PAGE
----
The 92nd Coronado Flower Show will feature a number of exhibits that provide education on horticulture and design, as well as Coronado nonprofit organizations. Here is a sampling:
The Wildflower Gang: Each year flower show volunteers are given a special permit to visit the Anza Borrego desert and pick wildflowers. They are then displayed in separate containers by species name, with the help of professional botanist. “With the record-breaking rains we’ve had recently, the flowers should be outstanding,” Drummey said.
Children’s Make-It Workshop: The Coronado Junior Woman’s Club with help from Bridge and Bay garden will again oversee a children’s workshop, in which kids use floral ingredients in original designs to make and take.
Chula Vista Genealogical Society: “We dig our ancestors” is the motto of the Chula Vista Genealogical Society, founded in 1987. In its debut at this year’s “Our family tree… Out on a Limb” flower show, Coronado residents will learn how to look into their family roots.
Cuyamaca Water Conservation Garden: Learn all about the Water Conservation Garden on the campus at Cuyamaca College that includes native habitat, succulent and vegetable gardens and a compost exhibit.
Coronado Arts Commission: One of the most popular booths (three booths, actually!) to be added last year to the show was the Coronado Arts Commission’s “Florals by Locals, featuring works that have a floral theme in watercolor, oil and other mediums. This year, artists may sell their works at the show. Artists will be on hand to paint on easels and educate visitors on their techniques.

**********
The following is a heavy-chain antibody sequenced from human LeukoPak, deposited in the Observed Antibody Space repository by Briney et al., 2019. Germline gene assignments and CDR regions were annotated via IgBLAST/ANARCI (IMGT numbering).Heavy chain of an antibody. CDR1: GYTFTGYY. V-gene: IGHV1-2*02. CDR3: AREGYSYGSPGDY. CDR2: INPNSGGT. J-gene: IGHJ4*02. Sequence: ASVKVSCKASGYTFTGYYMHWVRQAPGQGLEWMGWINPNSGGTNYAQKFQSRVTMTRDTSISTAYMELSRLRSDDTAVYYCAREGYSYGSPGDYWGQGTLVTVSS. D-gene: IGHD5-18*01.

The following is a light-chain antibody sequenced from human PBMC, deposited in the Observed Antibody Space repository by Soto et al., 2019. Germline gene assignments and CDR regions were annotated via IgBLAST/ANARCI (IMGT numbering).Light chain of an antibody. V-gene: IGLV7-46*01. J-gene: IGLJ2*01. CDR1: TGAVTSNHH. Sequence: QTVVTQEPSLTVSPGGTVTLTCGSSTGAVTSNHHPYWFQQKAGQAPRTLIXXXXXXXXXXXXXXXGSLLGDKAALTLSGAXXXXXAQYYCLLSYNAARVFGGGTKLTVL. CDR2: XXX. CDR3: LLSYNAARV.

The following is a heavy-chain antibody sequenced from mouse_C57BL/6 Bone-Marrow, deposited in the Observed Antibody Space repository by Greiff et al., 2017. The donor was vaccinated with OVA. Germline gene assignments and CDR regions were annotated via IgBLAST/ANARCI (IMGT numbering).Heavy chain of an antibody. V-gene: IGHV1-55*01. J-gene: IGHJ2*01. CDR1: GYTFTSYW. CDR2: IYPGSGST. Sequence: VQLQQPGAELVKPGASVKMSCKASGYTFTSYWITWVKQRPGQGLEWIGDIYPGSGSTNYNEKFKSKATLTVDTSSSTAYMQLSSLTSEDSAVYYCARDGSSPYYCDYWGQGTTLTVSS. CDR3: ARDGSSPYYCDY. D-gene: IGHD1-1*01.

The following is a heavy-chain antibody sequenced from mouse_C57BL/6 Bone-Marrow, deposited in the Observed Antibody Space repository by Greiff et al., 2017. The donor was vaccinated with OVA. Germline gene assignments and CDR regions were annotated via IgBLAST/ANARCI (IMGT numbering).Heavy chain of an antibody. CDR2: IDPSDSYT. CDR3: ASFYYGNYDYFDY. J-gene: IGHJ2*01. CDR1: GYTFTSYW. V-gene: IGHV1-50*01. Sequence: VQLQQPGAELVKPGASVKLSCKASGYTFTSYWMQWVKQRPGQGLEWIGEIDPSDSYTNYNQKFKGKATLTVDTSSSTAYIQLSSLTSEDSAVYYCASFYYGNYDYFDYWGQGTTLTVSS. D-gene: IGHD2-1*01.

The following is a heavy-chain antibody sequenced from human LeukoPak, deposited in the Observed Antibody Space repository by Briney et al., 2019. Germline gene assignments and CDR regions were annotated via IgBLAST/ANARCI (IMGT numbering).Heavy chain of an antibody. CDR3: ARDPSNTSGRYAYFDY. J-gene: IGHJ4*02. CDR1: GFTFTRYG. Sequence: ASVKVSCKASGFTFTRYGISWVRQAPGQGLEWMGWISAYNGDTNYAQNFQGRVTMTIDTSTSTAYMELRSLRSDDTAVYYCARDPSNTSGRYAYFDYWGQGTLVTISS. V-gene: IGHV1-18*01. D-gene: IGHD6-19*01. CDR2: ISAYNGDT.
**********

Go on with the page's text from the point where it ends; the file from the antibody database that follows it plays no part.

Coronado Cares: This Coronado animal welfare non-profit was established in 2012 and an important component of the group’s mission is to educate the community about the plight of feral cats and homeless pets, of the necessity for proper animal care and of the importance of spaying/neutering and micro-chipping pets.
City of Coronado Recycling: Dana McPherson, who has worked with the city of Coronado since it introduced its first curbside recycling programs in 1991, says the city’s booth this year will focus on the next hurdle in recycling: food recycling.
Food waste comprises approximately 15 to 18 percent of the total waste stream, according to the California Department of Resources Recycling and Recovery. California Assembly Bill 1826 (“organics” recycling) targets businesses, not residential households, through the year 2021. Included in the bill’s definition of businesses are schools and government facilities, along with hotels and restaurants. “We are working with the city’s trash hauler, EDCO, as are most of the other San Diego jurisdictions, to implement a food waste recycling program,” McPherson said.
When the state passed Assembly Bill 939, it called for an ultimate waste reduction of 75 percent. The first benchmark years of 1995 and 2000, called for 25 percent and 50 percent reductions respectively, both of which the city of Coronado met. “The city has consistently met or exceeded all its benchmarks,” McPherson said. “Food recycling is the largest remaining category of non-recycled waste and the state is working on getting it recycled. Right now all residents can do is put food waste, and food-contaminated waste, such as napkins, into the trash or into the sewage system via their garbage disposals. Someday we may have ‘baby bins’ in our kitchens to capture recycled food waste, but that plan hasn’t been worked out yet.”